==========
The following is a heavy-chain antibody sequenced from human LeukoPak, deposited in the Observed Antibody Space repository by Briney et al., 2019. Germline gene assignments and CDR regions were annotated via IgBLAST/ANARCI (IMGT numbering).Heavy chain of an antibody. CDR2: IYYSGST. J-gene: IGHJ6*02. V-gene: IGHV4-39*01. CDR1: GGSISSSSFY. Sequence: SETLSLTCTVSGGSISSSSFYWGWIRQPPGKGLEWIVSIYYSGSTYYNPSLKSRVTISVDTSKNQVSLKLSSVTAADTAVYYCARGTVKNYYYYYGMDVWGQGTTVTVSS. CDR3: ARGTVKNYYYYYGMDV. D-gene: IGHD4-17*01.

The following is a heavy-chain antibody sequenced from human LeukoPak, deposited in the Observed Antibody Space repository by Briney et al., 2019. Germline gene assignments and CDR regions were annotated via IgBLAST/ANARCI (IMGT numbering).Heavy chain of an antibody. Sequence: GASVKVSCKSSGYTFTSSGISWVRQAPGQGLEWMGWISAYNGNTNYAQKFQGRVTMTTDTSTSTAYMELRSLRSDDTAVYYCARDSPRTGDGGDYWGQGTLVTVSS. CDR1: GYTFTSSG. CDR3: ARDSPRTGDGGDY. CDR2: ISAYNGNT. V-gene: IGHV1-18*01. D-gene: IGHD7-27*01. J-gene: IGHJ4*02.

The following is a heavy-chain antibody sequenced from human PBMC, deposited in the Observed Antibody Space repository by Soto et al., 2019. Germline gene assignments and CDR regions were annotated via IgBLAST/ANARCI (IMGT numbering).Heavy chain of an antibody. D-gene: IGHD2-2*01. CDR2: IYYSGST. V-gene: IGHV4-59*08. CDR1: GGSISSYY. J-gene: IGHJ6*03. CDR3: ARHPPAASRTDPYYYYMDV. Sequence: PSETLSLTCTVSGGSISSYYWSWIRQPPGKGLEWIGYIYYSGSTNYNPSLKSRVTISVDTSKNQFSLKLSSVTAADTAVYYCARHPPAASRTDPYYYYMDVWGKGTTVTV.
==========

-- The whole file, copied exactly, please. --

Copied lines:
The following is a heavy-chain antibody sequenced from human LeukoPak, deposited in the Observed Antibody Space repository by Briney et al., 2019. Germline gene assignments and CDR regions were annotated via IgBLAST/ANARCI (IMGT numbering).Heavy chain of an antibody. CDR2: IYYSGST. J-gene: IGHJ6*02. V-gene: IGHV4-39*01. CDR1: GGSISSSSFY. Sequence: SETLSLTCTVSGGSISSSSFYWGWIRQPPGKGLEWIVSIYYSGSTYYNPSLKSRVTISVDTSKNQVSLKLSSVTAADTAVYYCARGTVKNYYYYYGMDVWGQGTTVTVSS. CDR3: ARGTVKNYYYYYGMDV. D-gene: IGHD4-17*01.

The following is a heavy-chain antibody sequenced from human LeukoPak, deposited in the Observed Antibody Space repository by Briney et al., 2019. Germline gene assignments and CDR regions were annotated via IgBLAST/ANARCI (IMGT numbering).Heavy chain of an antibody. Sequence: GASVKVSCKSSGYTFTSSGISWVRQAPGQGLEWMGWISAYNGNTNYAQKFQGRVTMTTDTSTSTAYMELRSLRSDDTAVYYCARDSPRTGDGGDYWGQGTLVTVSS. CDR1: GYTFTSSG. CDR3: ARDSPRTGDGGDY. CDR2: ISAYNGNT. V-gene: IGHV1-18*01. D-gene: IGHD7-27*01. J-gene: IGHJ4*02.

The following is a heavy-chain antibody sequenced from human PBMC, deposited in the Observed Antibody Space repository by Soto et al., 2019. Germline gene assignments and CDR regions were annotated via IgBLAST/ANARCI (IMGT numbering).Heavy chain of an antibody. D-gene: IGHD2-2*01. CDR2: IYYSGST. V-gene: IGHV4-59*08. CDR1: GGSISSYY. J-gene: IGHJ6*03. CDR3: ARHPPAASRTDPYYYYMDV. Sequence: PSETLSLTCTVSGGSISSYYWSWIRQPPGKGLEWIGYIYYSGSTNYNPSLKSRVTISVDTSKNQFSLKLSSVTAADTAVYYCARHPPAASRTDPYYYYMDVWGKGTTVTV.